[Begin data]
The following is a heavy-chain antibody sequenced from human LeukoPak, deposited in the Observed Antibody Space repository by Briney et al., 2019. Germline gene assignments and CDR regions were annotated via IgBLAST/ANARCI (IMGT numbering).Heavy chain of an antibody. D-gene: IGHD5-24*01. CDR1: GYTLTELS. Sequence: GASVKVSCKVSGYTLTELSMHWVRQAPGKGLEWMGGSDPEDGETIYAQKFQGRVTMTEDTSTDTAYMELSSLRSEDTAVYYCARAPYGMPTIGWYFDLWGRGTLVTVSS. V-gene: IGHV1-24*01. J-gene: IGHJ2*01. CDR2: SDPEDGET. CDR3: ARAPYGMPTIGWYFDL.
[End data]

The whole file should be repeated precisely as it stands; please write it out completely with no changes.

The following is a heavy-chain antibody sequenced from human LeukoPak, deposited in the Observed Antibody Space repository by Briney et al., 2019. Germline gene assignments and CDR regions were annotated via IgBLAST/ANARCI (IMGT numbering).Heavy chain of an antibody. D-gene: IGHD5-24*01. CDR1: GYTLTELS. Sequence: GASVKVSCKVSGYTLTELSMHWVRQAPGKGLEWMGGSDPEDGETIYAQKFQGRVTMTEDTSTDTAYMELSSLRSEDTAVYYCARAPYGMPTIGWYFDLWGRGTLVTVSS. V-gene: IGHV1-24*01. J-gene: IGHJ2*01. CDR2: SDPEDGET. CDR3: ARAPYGMPTIGWYFDL.